HELEN GILDERSLEEVE hails the success of the Great North Snowdogs campaign that has charmed the region and raised more than a quarter of a million pounds for charity
You’d have to be a hermit not to have noticed at least one Snowdog sculpture across the region recently. A total of 61 Snowdogs, each with a unique design, were displayed on a public art trail for ten weeks across Tyne and Wear’s streets, parks and open spaces. Standing at 1.5m tall (4ft 9ins), the eye-catching sculptures included several local designs, including two in the colours of Newcastle United and Sunderland football teams.
Other designs ranged from a Captain Spock design and dogs displaying local landmarks and maps through to a pirate Snowdog at the coast and one with glass accessories incorporating Sunderland’s National Glass Centre.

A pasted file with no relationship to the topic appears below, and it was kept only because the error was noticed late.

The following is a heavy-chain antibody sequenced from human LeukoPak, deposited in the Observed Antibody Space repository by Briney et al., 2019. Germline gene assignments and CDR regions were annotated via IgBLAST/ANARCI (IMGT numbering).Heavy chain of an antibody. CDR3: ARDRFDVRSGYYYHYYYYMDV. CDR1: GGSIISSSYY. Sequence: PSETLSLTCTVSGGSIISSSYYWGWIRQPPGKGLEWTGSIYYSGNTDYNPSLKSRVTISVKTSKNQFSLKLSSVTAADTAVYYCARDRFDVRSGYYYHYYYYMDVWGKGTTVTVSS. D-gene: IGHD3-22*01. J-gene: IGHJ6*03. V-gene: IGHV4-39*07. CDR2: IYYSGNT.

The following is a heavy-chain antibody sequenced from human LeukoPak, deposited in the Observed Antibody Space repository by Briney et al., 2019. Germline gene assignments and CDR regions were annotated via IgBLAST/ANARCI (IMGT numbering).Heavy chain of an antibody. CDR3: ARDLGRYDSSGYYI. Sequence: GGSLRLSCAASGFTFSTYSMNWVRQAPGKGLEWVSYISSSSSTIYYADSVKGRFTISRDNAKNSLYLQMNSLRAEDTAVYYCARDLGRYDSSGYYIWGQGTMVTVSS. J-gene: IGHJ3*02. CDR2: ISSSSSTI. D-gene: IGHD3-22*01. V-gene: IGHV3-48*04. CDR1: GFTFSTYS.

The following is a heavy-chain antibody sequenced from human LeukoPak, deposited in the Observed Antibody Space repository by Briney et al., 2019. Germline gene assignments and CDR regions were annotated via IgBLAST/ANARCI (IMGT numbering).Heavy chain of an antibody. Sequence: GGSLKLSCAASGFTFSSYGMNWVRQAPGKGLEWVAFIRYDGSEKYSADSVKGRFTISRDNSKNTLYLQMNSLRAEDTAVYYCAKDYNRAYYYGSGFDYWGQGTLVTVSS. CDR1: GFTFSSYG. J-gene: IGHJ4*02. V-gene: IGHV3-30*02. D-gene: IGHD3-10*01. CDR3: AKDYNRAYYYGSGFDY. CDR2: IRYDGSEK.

The individually designed Snowdog sculptures, painted by both well-known and undiscovered artists were presented by creative producers Wild in Art, working in partnership with St Oswald’s Children’s Hospice in Gosforth. Their aim was to bring together businesses, artists, schools and community groups to create a public art trail based on the popular The Snowman and The Snowdog by Raymond Briggs.
The sculptures have created much joy across the region as children and adults alike have tracked the full map trail which led them from the coast to the city and right up to Northumberland.
Last week I attended the final farewell auction of the Snowdogs at Sage Gateshead where all the loveable creatures were auctioned off to raise vital funds for St Oswald’s Hospice. A whopping £252,200 was made by the end of the night and all Snowdogs were escorted off to their new fur-ever homes.